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Comment — WHO outsourcing dilemma: for whose benefit, at whose expense?
  1. Jeevan Raj Sharma1,
  2. Ian Harper1,
  3. Radha Adhikari1,
  4. Pam Smith1,
  5. Deepak Thapa2,
  6. Obindra B Chand2,
  7. Address Malata3
  1. 1School of Social and Political Science, University of Edinburgh, Edinburgh, UK
  2. 2Social Science Baha, Kathmandu, Nepal
  3. 3Malawi University of Science and Technology, Limbe, Malawi
  1. Correspondence to Dr Jeevan Raj Sharma, School of Social and Political Science, University of Edinburgh, Chrystal Macmillan Building, George Square, Edinburgh EH8 9LD, UK; jeevan.sharma{at}

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In recent years, global development and humanitarian organisations have come under intense scrutiny for failure to provide to people in need. Critiques are wide ranging, and are driven by a range of issues: from ideological and political differences—the recognition of ultimate authority to intervene; critiques of western imperialism; to the practical—the failure of the system to ‘recognise’ the real issues on the ground, to more recent critiques that focus on lack of effective and efficient response in the face of global crises.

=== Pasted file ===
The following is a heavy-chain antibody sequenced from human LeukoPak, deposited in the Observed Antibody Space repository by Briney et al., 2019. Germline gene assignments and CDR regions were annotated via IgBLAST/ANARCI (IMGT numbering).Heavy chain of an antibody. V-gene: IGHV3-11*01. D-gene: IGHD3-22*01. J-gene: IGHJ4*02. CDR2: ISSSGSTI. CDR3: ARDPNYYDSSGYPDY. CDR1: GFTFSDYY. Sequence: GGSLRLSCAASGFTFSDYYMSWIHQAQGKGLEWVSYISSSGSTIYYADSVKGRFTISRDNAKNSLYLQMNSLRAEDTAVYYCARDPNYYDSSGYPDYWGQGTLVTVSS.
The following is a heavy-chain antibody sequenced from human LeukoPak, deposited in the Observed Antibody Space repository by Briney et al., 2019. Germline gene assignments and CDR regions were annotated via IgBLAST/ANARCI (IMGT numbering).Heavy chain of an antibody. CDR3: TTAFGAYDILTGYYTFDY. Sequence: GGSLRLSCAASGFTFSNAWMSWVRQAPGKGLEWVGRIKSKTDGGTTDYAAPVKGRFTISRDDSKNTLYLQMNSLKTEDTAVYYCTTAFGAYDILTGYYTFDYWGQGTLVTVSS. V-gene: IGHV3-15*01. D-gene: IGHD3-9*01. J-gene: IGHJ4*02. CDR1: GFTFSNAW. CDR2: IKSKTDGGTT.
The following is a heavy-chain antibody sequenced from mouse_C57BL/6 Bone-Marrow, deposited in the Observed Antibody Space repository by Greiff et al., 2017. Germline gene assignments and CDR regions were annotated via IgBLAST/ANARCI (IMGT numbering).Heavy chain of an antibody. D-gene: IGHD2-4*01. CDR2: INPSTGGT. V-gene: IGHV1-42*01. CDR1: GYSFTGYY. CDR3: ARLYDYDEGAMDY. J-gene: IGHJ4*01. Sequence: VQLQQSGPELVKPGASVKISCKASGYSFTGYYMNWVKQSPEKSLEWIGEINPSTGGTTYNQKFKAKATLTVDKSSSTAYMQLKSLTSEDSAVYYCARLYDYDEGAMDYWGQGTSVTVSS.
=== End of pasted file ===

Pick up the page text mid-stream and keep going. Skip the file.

The commentary ‘Outsourcing: how to reform WHO for the 21st century’ argues that the WHO has underperformed and is in need of reforms. Established in 1948, at a particular juncture in world history, the WHO is not considered to be fit for purpose in the context …

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